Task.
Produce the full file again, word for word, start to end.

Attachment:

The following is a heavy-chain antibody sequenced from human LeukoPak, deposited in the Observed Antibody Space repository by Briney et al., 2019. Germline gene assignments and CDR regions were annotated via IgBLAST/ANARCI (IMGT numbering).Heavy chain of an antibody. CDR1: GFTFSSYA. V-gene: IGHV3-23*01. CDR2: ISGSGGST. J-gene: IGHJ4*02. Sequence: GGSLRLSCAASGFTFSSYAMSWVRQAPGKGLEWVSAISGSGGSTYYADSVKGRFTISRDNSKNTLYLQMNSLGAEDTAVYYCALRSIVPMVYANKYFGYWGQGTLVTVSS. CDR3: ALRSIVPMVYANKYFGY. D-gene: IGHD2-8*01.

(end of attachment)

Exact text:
The following is a heavy-chain antibody sequenced from human LeukoPak, deposited in the Observed Antibody Space repository by Briney et al., 2019. Germline gene assignments and CDR regions were annotated via IgBLAST/ANARCI (IMGT numbering).Heavy chain of an antibody. CDR1: GFTFSSYA. V-gene: IGHV3-23*01. CDR2: ISGSGGST. J-gene: IGHJ4*02. Sequence: GGSLRLSCAASGFTFSSYAMSWVRQAPGKGLEWVSAISGSGGSTYYADSVKGRFTISRDNSKNTLYLQMNSLGAEDTAVYYCALRSIVPMVYANKYFGYWGQGTLVTVSS. CDR3: ALRSIVPMVYANKYFGY. D-gene: IGHD2-8*01.